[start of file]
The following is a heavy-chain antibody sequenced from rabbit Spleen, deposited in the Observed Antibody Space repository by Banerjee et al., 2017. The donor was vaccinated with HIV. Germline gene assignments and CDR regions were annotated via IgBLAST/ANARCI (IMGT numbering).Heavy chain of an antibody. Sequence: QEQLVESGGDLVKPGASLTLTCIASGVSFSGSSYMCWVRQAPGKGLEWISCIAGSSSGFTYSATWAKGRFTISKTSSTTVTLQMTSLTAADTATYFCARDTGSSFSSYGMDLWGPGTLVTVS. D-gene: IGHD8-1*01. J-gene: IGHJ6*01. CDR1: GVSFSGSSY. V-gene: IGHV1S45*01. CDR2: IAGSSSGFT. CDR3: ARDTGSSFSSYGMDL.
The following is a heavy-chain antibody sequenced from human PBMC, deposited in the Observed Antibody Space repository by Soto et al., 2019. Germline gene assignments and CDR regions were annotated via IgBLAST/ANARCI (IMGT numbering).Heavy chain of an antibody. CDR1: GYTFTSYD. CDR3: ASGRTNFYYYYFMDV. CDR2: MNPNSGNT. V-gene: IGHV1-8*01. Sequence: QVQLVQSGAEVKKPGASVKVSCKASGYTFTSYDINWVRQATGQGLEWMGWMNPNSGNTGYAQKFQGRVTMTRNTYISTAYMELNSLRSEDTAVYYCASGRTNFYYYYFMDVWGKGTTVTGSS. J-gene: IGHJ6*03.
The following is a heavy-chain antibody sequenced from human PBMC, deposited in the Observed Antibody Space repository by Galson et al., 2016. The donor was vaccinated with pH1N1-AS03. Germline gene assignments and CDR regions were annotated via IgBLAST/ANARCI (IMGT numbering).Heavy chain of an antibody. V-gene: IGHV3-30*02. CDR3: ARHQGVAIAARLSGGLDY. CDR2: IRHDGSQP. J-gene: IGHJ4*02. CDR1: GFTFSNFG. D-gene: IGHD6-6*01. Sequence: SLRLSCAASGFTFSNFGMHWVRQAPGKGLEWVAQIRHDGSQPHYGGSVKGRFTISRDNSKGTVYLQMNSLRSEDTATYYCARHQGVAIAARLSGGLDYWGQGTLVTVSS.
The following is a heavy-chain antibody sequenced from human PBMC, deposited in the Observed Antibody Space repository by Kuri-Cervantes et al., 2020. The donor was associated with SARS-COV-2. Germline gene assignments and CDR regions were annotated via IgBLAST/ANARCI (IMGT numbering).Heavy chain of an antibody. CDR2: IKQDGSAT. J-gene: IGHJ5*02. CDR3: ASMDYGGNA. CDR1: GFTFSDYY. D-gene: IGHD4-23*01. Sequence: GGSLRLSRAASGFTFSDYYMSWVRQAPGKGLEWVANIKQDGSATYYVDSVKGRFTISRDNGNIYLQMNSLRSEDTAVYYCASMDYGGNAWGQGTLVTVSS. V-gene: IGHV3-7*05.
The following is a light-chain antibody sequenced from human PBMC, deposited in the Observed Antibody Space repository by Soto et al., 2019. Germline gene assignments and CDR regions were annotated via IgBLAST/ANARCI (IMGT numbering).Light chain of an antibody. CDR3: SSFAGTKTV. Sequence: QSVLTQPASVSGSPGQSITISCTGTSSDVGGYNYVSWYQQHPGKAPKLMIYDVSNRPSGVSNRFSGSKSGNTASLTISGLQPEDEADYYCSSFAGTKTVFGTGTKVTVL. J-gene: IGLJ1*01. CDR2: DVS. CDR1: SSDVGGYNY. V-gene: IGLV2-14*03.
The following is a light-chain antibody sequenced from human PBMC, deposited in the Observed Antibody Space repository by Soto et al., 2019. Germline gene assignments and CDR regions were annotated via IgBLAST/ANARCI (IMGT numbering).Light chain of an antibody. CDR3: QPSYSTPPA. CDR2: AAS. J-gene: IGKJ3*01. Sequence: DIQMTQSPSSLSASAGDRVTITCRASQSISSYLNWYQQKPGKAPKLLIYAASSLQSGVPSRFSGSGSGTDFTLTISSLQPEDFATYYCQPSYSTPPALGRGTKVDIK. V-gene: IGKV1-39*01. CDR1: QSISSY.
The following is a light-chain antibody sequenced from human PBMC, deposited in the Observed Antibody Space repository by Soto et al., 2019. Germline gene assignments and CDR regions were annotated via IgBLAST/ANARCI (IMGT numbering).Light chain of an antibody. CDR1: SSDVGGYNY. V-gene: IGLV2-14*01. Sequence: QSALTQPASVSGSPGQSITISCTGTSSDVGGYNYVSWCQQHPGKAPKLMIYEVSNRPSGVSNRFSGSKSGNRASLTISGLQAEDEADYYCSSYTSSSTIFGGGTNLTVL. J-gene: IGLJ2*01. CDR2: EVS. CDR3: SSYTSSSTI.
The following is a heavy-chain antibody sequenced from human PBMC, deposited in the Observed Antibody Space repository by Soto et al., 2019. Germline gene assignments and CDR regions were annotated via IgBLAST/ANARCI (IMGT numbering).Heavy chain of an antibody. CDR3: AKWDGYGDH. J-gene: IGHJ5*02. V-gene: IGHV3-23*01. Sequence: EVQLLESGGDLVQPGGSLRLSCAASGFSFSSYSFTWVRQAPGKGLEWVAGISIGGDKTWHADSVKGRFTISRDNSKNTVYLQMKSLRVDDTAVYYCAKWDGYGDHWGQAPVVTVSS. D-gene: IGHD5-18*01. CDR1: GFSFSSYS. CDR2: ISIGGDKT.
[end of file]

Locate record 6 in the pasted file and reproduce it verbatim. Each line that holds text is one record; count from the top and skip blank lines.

The following is a light-chain antibody sequenced from human PBMC, deposited in the Observed Antibody Space repository by Soto et al., 2019. Germline gene assignments and CDR regions were annotated via IgBLAST/ANARCI (IMGT numbering).Light chain of an antibody. CDR3: QPSYSTPPA. CDR2: AAS. J-gene: IGKJ3*01. Sequence: DIQMTQSPSSLSASAGDRVTITCRASQSISSYLNWYQQKPGKAPKLLIYAASSLQSGVPSRFSGSGSGTDFTLTISSLQPEDFATYYCQPSYSTPPALGRGTKVDIK. V-gene: IGKV1-39*01. CDR1: QSISSY.